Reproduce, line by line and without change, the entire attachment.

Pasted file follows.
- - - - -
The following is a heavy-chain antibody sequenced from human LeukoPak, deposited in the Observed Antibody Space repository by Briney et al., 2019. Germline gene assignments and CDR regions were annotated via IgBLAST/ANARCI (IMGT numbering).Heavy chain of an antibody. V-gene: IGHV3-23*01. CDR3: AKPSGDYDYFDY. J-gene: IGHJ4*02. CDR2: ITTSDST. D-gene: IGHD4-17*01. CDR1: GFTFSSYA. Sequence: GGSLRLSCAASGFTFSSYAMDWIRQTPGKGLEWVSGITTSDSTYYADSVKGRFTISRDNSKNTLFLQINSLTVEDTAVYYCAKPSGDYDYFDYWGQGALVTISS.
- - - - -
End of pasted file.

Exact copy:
The following is a heavy-chain antibody sequenced from human LeukoPak, deposited in the Observed Antibody Space repository by Briney et al., 2019. Germline gene assignments and CDR regions were annotated via IgBLAST/ANARCI (IMGT numbering).Heavy chain of an antibody. V-gene: IGHV3-23*01. CDR3: AKPSGDYDYFDY. J-gene: IGHJ4*02. CDR2: ITTSDST. D-gene: IGHD4-17*01. CDR1: GFTFSSYA. Sequence: GGSLRLSCAASGFTFSSYAMDWIRQTPGKGLEWVSGITTSDSTYYADSVKGRFTISRDNSKNTLFLQINSLTVEDTAVYYCAKPSGDYDYFDYWGQGALVTISS.